Cheater's Puff Pastry Pinwheels
29 Dec 2007

How can you not love a recipe that starts with this dough is magical? And, in fact it is. This rugelach dough that I found in Kate Zukerman's The Sweet Life will fool you into thinking that you spent hours bookfolding dough to achieve it's tender puffy layers... only you will know differently. It's almost ridiculously easy. The toughest part is having to wait several hours for the dough to chill. But, then it's just a quick roll and a bake to little pinwheels of soft, tangy goodness.

RugalechRugalech (6) Rugalech (2) Rugalech (5)Rugalech (1)
The first time I tried this dough, I stuck with just a slight variation to Zukerman's original Walnut and Cinnamon Rugelach recipe, only substituting orange zest in place of the currents in the sweet filling. I'd make these again in a heart beat... but what I also found was that the dough was so light and mild, it would work equally well with savory fillings. So, I reworked a batch, with 1/2 the sugar, and rolled up one log with salmon and cream cheese and another with a simple pesto. It worked brilliantly, perfect for little party appetizers. You can play endlessly with combinations to use with this "magical" dough.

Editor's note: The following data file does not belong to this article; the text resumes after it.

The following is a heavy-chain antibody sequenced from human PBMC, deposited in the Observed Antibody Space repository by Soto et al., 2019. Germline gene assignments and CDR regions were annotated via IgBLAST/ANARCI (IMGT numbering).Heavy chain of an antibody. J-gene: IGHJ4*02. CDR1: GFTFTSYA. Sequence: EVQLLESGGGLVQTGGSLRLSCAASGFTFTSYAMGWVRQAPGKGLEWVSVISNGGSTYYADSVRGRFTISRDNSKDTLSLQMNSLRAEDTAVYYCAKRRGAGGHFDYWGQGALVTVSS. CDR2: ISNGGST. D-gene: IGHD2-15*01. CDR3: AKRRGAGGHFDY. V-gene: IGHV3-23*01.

Rugalech (4) Cheater's Puff Pastry Pinwheels The original recipe for this dough used cream cheese, but I substituted in quark, which has even more of a pleasantly sour flavor. If you do use quark, pour off any standing liquid first. If you are filling the pastry with sweet stuff, increase the sugar to 1 t. 4 oz butter, at room temperature 4 oz cream cheese or quark, at room temperature 1 cup flour 1/4 t salt 1/2 t sugar Sift together the flour, salt and sugar. Set aside. Cream the butter and soft cheese together on medium until it is light and fluffy. Reduce the speed to low and slowly add the dry ingredients, beating until well combined. Increase the speed to medium, and beat for about 15 seconds. Scrape the dough onto plastic wrap and press into a flat disk. Then, double rap the dough and refrigerate overnight. To use, roll out the dough on a lightly floured surface into a large rectangle about 12 x 16 inches. Then, cut into two 6 x 16 pieces. Fill as desired with the long side facing you, and roll up. Wrap the dough in wrap again and chill for 30 minutes. Or, if you want, you can freeze the log to use later in the week. To cook, slice the log into 1-inch cross sections, and place each little round about 1 inch apart on a parchment lined baking sheet. Bake at 350F for about 15 minutes, or until the dough is a light golden brown. Allow the pinwheels to cool for about 15 minutes before serving. They will keep up to 4 days, depending on your filling.

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